As Poland’s new parliament meets, the president wants the outgoing PM to try to form a government


WARSAW, Poland — Poland faced a contentious and protracted transition of power on Monday as the president designated the outgoing prime minister to lead the new government in a caretaker capacity, angering a pro-European Union alliance with a strong majority in the new parliament. The chamber overwhelmingly chose a speaker from the alliance that must wait longer to lead.

Political opponents accused President Andrzej Duda, who is allied with Prime Minister Mateusz Morawiecki’s right-wing Law and Justice party, of acting against the will of voters by giving Morawiecki up to four more weeks to lead. They accused Morawiecki’s conservative government, in power for eight years, of hanging on to appoint allies to state positions.

Morawiecki had offered his conservative government’s resignation as required after his party lost its parliament majority in last month’s election, but Duda within hours redesignated him as prime minister candidate.

The alliance of pro-EU parties has vowed to restore democratic standards. Its candidate for prime minister is Donald Tusk, the centrist and former prime minister.

Morawiecki in an address to parliament expressed a desire to build a new government that transcends party divisions. When he appealed for support, his critics responded with laughter.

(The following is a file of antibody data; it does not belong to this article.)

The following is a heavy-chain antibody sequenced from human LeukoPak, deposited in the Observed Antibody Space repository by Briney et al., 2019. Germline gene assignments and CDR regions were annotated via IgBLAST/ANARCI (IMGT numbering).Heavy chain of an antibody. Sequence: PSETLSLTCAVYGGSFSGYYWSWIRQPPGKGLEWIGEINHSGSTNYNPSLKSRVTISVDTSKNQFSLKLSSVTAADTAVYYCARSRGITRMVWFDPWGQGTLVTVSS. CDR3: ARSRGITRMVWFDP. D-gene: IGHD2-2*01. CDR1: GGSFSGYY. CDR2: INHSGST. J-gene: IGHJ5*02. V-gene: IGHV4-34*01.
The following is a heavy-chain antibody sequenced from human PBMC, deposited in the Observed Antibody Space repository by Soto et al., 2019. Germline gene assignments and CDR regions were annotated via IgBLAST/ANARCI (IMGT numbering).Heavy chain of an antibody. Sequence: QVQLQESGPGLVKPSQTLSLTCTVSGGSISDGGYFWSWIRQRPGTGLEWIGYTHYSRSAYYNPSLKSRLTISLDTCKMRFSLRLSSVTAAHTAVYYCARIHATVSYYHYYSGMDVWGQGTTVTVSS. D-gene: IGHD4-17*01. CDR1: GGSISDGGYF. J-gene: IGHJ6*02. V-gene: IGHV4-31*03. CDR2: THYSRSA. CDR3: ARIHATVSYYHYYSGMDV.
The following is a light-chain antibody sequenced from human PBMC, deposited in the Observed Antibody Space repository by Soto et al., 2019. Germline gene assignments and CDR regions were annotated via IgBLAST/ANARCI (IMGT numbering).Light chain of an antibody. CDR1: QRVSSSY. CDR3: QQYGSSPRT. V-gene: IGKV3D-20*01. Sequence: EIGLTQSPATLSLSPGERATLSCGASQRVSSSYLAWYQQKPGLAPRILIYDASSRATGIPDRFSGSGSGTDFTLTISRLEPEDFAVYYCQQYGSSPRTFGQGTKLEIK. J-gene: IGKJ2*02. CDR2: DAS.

Duda, whose term runs for another year and a half, is expected to have a difficult relationship with the new legislature.

The lower chamber, or Sejm, in its first vote chose center-right Szymon Holownia, an ally of Tusk, as its speaker. The 47-year-old Holownia, a former Poland’s Got Talent co-host and a rising star in Polish politics, was backed by 265 lawmakers. A candidate from Morawiecki’s party received 193.

“After this vote there can be no doubt that there is a majority in the Sejm that is ready to take responsibility for Poland,” said Holownia, the leader of the Poland 2050 party.

He stressed that this parliament will no longer serve the government by pushing through controversial laws, as was the case under Law and Justice rule.

Among Holownia’s first decisions was one to remove barriers that the Law and Justice-led government put up around the parliament building following massive protests. As he spoke, activists and others were already dismantling them.

Duda called on the legislature to rise above divisions but warned that he would use his power of the presidential veto to defend “controversial” solutions.

“The constitutional order must be preserved, I will not agree to any circumvention or bending of the law,” Duda said, to some laughter. Law and Justice and Duda himself have been accused by critics of violating procedures in recent years.

Tusk and his allies accuse Duda of disrespecting the will of the voters by not giving them the first chance at governing. His coalition vows to rebuild the legal order in Poland and bolster foreign alliances and security at a time of war in neighboring Ukraine.

Tusk says his future government will work to obtain billions of euros in EU funding that were frozen due to Law and Justice’s laws that were criticized as eroding the independence of the courts.

Law and Justice received 194 seats in the 460-member Sejm. The winning coalition holds 248 seats. It includes parties ranging from conservatives to the left. They ran separately but promise to work together after eight years of Law and Justice rule. In the vote for Holownia, they were supported by the far-right Confederation party.

The 100-seat Senate, where the Tusk-led alliance won an overwhelming majority, held its first session Monday afternoon.

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